For two years now, mysterious videos of Pripyat, Ukraine — the site of the Chernobyl nuclear disaster — have been appearing on YouTube. This might not strike you as particularly unusual; after all, it's possible these days not only to visit Pripyat, but even to take a guided tour into it. But what makes these particular videos posted by a YouTuber going by the name Bionerd23 so unusual is how much she pushes the boundaries of what most would consider “safe”: She's gotten bitten by ants, she's run from rabid animals, and she's even eaten an apple grown in the Chernobyl Exclusion Zone. She's not exactly a YouTube star, nor does she appear to have any interest in being one — but her videos are worth watching all the same. She wouldn't be making them if they weren't.
First, a little history:
On April 26, 1986, a series of events that occurred during a standard systems test of the Chernobyl Nuclear Power Plant all came together to create one of the most catastrophic nuclear accidents in history. During the test, the steam to the turbines was shut off and the diesel generator was turned on; the goal was for the turbine generator to power the reactor's main circulating pumps as they wound down, with the diesel generator picking up the slack with regards to the pumps' power needs as it turned on. The decreasing momentum of the turbine generator, however, also decreased the amount of power to the pumps — which lead to the creation of steam bubbles in the plant's water flow. The bubbles caused a power surge, which then initiated an emergency shutdown of the reactor — but instead of stopping the problem in its tracks, the shutdown triggered an explosion.
The radioactive fallout from the accident covered an enormous geographic area. Between the years of 1986 and 2000, more than 350,000 people were evacuated; we're still evaluating the long-term effects of the whole thing. You can visit now, but tours are strictly regulated by the government.
Even so, though, many still venture into the area unguided — like Bionerd23. Her videos typically focus on Pripyat's residual radiation: What's going on the ground, how high the readings are, what the ecosystem is like, and more. She very rarely dons protective gear, and when she does actually put on a pair of gloves or what have you, she takes a moment to explain why. Generally, her response to those who ask her why she takes such risk is a Marie Curie quote: "Nothing in life is to be feared, it is only to be understood.” It's kind of hard not to bring up the fact that Marie Curie eventually died due to the radiation exposure she dealt with in her work... but without that work, we wouldn't know half the things we know about radioactivity today. And perhaps that's Bionerd23's point.
We know almost nothing about who she is, though; Atlas Obscura recently got in touch with her via email, and all they know is that she “might be German, or, at least, has spent a great [deal] of time in Berlin,” and that “she is a student, probably, though of what and where, I don't know.” The lack of information is intentional on her part: “I don't talk about that, because my person is entirely unimportant,” she wrote. “Nobody should adore a scientist, one should adore his or her work.”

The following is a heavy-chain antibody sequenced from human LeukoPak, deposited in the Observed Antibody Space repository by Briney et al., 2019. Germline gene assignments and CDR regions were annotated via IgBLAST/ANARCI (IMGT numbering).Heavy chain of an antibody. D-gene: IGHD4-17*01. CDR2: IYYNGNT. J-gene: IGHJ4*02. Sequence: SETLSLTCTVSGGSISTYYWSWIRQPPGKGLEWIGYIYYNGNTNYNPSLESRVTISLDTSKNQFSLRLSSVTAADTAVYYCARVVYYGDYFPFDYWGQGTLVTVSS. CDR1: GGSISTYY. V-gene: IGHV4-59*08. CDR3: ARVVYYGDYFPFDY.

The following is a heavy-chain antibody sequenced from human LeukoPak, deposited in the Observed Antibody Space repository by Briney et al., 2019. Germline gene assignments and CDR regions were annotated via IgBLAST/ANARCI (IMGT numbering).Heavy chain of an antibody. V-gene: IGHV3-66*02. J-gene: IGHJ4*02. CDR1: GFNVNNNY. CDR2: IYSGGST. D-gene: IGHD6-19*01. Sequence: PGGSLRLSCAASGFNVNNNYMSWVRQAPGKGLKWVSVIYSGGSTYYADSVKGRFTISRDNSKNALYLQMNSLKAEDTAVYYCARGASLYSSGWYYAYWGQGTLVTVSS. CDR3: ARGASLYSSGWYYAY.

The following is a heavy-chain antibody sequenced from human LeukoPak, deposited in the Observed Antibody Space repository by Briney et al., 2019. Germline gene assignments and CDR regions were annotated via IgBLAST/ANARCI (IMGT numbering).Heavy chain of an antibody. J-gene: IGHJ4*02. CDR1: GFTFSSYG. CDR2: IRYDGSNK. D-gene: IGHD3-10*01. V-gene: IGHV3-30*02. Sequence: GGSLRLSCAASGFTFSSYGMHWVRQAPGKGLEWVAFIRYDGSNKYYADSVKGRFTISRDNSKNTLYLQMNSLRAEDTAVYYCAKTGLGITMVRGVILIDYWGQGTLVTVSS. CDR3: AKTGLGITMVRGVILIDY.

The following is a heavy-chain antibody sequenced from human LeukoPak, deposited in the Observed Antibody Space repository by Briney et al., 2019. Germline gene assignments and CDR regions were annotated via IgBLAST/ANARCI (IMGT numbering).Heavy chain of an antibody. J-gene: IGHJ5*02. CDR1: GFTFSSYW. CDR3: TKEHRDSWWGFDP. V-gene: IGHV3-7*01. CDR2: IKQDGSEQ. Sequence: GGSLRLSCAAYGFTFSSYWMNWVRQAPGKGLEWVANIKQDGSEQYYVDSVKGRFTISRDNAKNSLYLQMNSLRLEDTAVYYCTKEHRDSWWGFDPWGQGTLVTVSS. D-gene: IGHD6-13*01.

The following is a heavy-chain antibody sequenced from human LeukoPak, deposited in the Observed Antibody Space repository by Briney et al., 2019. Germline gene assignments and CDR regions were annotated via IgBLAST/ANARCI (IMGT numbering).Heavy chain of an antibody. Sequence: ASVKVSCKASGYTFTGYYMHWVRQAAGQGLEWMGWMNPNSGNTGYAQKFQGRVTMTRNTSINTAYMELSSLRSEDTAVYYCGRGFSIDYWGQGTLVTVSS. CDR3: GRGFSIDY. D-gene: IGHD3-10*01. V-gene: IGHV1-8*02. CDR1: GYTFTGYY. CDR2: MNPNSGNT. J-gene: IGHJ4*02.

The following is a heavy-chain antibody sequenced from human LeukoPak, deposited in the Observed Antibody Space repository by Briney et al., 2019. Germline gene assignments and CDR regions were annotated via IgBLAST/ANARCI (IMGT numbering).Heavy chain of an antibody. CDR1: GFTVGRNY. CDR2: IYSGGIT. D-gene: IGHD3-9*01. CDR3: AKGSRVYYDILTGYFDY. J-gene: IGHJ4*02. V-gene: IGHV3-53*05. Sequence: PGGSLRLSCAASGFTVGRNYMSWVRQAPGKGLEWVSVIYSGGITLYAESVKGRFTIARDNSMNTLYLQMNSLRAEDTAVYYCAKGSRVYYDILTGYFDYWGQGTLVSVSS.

But although her excursions initial began for the purposes of research, over time, they've morphed into something else. “At first, it was just about the radiation, the contamination, measuring what is going on,” she wrote to Atlas Obscura. “By now, it's a love for the place.” She continued, “If you've been there and experienced the Zone as it truly is — a time capsule — you will understand. Time stopped the moment the reactor blew, and I don't just mean the readings on the clocks… And if you embrace it, you can understand the Zone's true meaning.”
And you know what? I kind of get it. That “time capsule” quality is the same reason people still visit Pompei, too. I've never been to Pripyat, but I've researched it on and off over the years, purely because I find it so intriguing. My fascination with with the place is even more than just the “stopped time” element, though (although that, too, has its draws). For me, it's about how the land recovers from a human-made disaster — and what happens to a place after people leave it and nature starts to reclaim itself.
One of Bionerd23's more recent videos — one that was posted about a week ago — deals not with the science of the area surrounding Chernobyl, but with the ghost town of Pripyat itself. Although I might be in the minority of Bionerd23's watchers, this one is actually my favorite one. Yes, it might consist mostly of the “tourist-y” sites… but the images are truly arresting. The lonely Ferris wheel, which was the centerpiece for an amusement park that only operated for one day before evacuation began, always hits me right in the feels.